Essence – Buried Thunder
Venue: Eko (digital viewing)
Date: 8 April 2021
Ticket price: Pay What You Feel
Astrological semiotics motivate discussions around identity and relationships as the audience carve out a digital journey.
I was lucky enough to be invited to the community premiere of Buried Thunder’s Essence on 8 April 2021, making up a small viewing group three days ahead of the performance’s release date. After being welcomed by the company’s creative team on Zoom I was encouraged to indulge in the 20-minute long experience, marketed as and ‘interactive digital project’. Essence provides a fresh take on the relationship between science and dreams, finding connections between astrology and reality. The blurry space between fact and fiction is one that has been discussed for many years and how we create our own belief systems is not a new conversation, yet elements of controversy allow the subject to remain relevant.
Viewers are encouraged to use their cursor to click on words and symbols that appear on screen at intervals throughout the piece, which subsequently determines your route. Buttons include the obvious iconography of star signs as well as more ambiguous buzzwords like ‘purpose’ and ‘purity’. Each decision is time sensitive with a countdown in the top right corner that neatly encourages impulsivity and gut instincts to be followed (ironically, I managed to avoid my own star sign throughout: I’m not sure what that shows about my Leo nature!) The logistics involved in arranging a bank of performance clips this way and accounting for the impact free choice might have on story telling is an ambitious feat but seems to run smoothly for Buried Thunder. The interesting concept, not dissimilar to the successful ‘Black Mirror: Bandersnatch’ film, is made possible through the digital platform, Eko. The power you hold over your own navigation simultaneously makes your experience feel special whilst also piquing curiosity around what you may have missed: perhaps sparking second and even third viewings.
In a fresh and bright opening, my first choice led to a solo performance where the concept of extending anatomy was explored beautifully. Only a few minutes long, this section of Essence revealed itself to be representative of Aquarius. Next I chose to enter the woods where an earthy and symbolic take on Capricorn was performed. Following this were beach, grasslands and bonfire locations each depicting another branch of astrology, including a kaleidoscopic edit for the Sagittarius episode. Using natural landscapes, subject to seasonal change, is perhaps a purposeful nod towards the ever-moving relationship some find with celestial bodies.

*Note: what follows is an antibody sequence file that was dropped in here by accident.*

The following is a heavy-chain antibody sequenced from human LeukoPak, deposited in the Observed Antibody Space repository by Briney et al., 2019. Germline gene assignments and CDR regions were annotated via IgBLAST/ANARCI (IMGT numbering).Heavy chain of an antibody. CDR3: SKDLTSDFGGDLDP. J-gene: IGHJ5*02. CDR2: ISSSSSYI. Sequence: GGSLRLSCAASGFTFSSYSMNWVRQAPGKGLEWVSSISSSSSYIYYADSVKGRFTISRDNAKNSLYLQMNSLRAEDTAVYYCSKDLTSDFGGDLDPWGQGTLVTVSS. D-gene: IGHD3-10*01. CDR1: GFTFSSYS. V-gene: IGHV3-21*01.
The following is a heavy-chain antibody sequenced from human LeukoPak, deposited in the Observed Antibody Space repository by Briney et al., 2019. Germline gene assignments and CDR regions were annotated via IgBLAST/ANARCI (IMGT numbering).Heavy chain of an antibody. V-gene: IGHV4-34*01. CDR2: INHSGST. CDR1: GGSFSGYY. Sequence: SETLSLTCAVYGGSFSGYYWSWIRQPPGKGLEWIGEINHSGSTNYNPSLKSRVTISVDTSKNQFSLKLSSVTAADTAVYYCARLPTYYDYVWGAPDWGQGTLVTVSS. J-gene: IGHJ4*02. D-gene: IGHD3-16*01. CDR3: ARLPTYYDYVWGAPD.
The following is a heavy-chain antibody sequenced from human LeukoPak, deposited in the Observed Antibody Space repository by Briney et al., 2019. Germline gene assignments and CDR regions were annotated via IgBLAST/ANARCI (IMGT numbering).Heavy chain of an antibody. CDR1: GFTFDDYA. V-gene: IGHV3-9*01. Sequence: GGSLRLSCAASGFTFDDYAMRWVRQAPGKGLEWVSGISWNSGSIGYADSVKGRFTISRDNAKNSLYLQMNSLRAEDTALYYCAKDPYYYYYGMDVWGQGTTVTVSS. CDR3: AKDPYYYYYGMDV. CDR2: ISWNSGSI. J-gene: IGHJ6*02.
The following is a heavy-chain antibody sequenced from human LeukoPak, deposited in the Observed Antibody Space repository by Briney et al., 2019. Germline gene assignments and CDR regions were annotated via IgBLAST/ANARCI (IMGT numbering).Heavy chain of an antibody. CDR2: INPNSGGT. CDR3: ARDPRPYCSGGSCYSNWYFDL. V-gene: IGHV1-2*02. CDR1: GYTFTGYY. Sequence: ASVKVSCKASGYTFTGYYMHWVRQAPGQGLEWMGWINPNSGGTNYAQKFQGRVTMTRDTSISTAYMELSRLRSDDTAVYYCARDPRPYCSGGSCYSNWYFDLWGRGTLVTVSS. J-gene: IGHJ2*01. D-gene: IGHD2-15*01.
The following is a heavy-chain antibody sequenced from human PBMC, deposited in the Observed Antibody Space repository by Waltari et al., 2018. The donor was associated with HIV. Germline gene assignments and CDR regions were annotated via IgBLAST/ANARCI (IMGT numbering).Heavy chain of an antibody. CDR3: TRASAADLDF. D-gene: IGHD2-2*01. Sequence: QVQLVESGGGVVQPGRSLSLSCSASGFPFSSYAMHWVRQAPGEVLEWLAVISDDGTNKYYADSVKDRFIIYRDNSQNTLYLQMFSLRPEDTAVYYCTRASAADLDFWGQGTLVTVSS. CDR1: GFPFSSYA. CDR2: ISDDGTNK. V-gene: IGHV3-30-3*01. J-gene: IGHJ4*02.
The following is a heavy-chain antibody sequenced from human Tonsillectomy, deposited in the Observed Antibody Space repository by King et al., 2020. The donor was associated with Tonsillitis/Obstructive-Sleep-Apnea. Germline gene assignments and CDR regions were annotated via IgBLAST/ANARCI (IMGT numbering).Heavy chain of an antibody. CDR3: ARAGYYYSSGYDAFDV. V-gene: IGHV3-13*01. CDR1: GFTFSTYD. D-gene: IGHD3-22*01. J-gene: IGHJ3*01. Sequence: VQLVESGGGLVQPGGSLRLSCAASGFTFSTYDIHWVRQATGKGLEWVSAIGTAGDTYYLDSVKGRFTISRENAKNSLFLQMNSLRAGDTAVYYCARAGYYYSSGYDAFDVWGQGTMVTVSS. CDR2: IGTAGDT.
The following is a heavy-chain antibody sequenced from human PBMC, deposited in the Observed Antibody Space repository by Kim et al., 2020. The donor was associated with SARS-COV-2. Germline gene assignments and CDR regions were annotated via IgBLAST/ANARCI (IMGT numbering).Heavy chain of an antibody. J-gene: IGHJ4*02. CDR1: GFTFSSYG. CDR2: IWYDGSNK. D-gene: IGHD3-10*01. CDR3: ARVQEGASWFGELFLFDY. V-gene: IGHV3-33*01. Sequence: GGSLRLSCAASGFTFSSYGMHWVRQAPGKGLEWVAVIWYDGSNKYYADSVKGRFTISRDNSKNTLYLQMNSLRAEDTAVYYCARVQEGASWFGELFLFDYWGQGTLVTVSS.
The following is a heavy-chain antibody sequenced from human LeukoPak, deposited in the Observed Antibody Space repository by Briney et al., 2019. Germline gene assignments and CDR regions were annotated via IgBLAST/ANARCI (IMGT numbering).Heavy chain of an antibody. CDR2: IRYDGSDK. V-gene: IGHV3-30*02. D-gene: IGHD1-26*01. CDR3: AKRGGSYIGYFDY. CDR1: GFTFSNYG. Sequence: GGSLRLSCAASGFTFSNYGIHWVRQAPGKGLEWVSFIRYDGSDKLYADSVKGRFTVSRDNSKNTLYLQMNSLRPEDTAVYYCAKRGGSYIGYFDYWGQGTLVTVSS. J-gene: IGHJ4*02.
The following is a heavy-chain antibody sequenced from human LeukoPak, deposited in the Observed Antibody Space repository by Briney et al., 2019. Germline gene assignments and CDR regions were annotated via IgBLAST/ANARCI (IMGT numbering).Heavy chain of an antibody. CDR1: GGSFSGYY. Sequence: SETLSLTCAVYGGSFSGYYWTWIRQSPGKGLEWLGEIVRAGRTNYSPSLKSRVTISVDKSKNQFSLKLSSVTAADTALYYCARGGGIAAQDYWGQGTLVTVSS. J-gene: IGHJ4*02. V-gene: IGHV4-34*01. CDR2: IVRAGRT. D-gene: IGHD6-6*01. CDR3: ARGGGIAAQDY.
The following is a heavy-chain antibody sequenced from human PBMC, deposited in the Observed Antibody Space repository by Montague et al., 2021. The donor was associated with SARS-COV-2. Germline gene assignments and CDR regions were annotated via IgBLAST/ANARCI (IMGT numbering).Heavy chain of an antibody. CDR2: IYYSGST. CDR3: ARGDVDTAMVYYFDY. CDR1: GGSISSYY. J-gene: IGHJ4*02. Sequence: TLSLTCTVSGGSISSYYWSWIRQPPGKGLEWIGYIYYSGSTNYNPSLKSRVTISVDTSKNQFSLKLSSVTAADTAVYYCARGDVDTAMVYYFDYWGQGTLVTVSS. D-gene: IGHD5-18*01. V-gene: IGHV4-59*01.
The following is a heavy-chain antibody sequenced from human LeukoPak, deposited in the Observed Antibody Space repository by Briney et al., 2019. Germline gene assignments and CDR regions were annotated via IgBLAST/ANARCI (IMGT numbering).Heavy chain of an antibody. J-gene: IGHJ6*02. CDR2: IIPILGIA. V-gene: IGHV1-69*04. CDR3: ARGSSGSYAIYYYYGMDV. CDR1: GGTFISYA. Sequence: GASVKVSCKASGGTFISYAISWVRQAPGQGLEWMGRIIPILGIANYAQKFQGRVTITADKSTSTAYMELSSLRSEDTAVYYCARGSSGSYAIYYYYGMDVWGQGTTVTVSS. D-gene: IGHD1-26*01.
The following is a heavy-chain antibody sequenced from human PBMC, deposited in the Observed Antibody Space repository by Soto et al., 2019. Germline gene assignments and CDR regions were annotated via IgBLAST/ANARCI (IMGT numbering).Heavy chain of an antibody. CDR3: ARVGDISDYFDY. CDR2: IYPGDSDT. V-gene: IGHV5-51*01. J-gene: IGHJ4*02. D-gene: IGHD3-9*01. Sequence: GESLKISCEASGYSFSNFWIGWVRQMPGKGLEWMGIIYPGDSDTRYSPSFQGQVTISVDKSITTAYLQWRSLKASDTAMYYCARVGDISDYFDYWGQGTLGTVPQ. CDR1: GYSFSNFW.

Buried Thunder members Amr and Felipe in rehearsal for Essence. © Sara Benamri
Interactivity can feel daunting for an audience member (especially those more use to passively observing dance from the back of a dark auditorium) and this aspect was not something I was expecting to encounter and certainly didn’t realise it was so central to the experience Buried Thunder have created. Yet once the performance began, any potential pressure dissipated into intrigue. The skillful camera work and custom combination of music, text and film ensured the digital space was captivating and polished.
As Essence was created in the midst of pandemic restrictions, the dancers adhere to social distancing regulations throughout, yet the work is strong enough that you forget this aspect and focus easily on the theme. Movement is either set against conversational dialogue or intense monologue, varying between extracts. The former being part of the research and development process for the project involving discussions with 16-30 year olds about their encounters and opinions on astrology, with some voices of interviewees featuring in the final piece. This creative choice helps Essence steer away from any airy-fairy stereotypes of astrology and instead find a true and unashamedly human way to represent the pursuit of meaning.
Buried Thunder ensured that advocating for a digital community was at the heart of their funding bid and subsequently secured support from the Arts Council. The young but professional team behind Essence wished the piece to stand out from the currently congested digital scene by introducing an active relationship between the viewer and the work. Whilst I think the piece succeeds in this goal, I am sure more and more companies will be similarly exploring greater levels of interactive relationships until this feature can no longer claim notoriety in the field. However, the enterprising physical theatre company is certainly one to keep your eye on and I look forward to following their next steps in which I’m sure we’ll see pioneering work.